For all who will listen,


#1

I have heard it stated in a few threads that the Bible was complied by Catholics for Catholics. That the New Testament was written to the Church by the Church.

When I asked if the Roman Catholic Church gave birth to the words of Jesus the answer that I received was,”No but the One Holy Catholic and Apostolic Church did.”

To this I say…

History is not the property of the historian, no more than the sky is property of the birds and the water is the property of the fish. The words of Jesus were for all God’s children that they could come to him unhindered because such is the Kingdom of Heaven.


#2

[quote=Shibboleth]When I asked if the Roman Catholic Church gave birth to the words of Jesus the answer that I received was,”No but the One Holy Catholic and Apostolic Church did.”
[/quote]

The Roman Catholic Church did not give birth to the words of Jesus, nor the “the One Holy Catholic and Apostolic Church.”

Jesus, and His words gave birth to the Church, which is One Holy Catholic and Apostolic.

Being that the Apostles and early church were catholic (the Gospel is catholic in its truest sense) then it is right to say that the NT was written by catholic.

[quote=Shibboleth]History is not the property of the historian, no more than the sky is property of the birds and the water is the property of the fish. The words of Jesus were for all God’s children that they could come to him unhindered because such is the Kingdom of Heaven.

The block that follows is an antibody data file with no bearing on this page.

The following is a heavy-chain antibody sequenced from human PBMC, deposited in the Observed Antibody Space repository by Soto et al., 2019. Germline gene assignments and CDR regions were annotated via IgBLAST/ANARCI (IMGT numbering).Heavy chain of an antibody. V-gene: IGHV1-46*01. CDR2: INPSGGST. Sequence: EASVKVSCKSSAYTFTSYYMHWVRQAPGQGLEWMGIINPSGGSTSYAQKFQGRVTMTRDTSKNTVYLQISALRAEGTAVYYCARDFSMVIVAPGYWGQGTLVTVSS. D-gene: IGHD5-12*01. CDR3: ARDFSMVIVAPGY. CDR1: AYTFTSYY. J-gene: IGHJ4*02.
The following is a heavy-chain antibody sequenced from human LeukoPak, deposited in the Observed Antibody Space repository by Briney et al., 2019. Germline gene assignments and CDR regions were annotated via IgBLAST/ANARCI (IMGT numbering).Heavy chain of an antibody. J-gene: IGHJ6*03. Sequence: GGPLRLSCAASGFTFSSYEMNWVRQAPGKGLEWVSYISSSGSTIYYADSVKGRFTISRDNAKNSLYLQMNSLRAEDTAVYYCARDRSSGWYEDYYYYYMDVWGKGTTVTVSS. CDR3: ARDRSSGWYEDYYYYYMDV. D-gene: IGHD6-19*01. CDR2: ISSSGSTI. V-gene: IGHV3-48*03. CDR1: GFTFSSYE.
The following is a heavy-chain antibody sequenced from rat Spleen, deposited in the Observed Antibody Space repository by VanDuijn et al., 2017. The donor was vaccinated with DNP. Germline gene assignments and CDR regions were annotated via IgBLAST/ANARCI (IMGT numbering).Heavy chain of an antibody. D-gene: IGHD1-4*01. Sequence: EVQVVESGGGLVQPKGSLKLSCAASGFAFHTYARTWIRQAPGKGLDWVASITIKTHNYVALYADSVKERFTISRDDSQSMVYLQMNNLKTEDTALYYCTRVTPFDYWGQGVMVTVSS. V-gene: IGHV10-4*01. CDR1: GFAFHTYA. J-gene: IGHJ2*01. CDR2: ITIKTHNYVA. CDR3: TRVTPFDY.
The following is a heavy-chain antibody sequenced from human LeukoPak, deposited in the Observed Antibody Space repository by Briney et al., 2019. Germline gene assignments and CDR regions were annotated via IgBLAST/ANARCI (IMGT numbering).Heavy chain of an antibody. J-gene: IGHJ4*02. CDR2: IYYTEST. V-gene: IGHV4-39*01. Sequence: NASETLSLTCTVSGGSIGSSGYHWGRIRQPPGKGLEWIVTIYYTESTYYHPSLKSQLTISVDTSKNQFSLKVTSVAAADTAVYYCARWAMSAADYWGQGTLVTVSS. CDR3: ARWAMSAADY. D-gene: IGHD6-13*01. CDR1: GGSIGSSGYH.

[/quote]

Amen. You are definitely correct here. I say again. Amen. Jesus’ words were and are for all of God’s children…such is the Kingdom of Heaven. But, remember that you can’t use that term loosely. God’s family is ONE, mystically, spiritually and visibly.
For us to come to him UNHINDERED points to (ultimately) One way, which Christ has shown. That’s another thread though, right? :smiley:


#3

[quote=Cephas]The Roman Catholic Church did not give birth to the words of Jesus, nor the “the One Holy Catholic and Apostolic Church.”

Jesus, and His words gave birth to the Church, which is One Holy Catholic and Apostolic.

Being that the Apostles and early church were catholic (the Gospel is catholic in its truest sense) then it is right to say that the NT was written by catholic.

Amen. You are definitely correct here. I say again. Amen. Jesus’ words were and are for all of God’s children…such is the Kingdom of Heaven. But, remember that you can’t use that term loosely. God’s family is ONE, mystically, spiritually and visibly.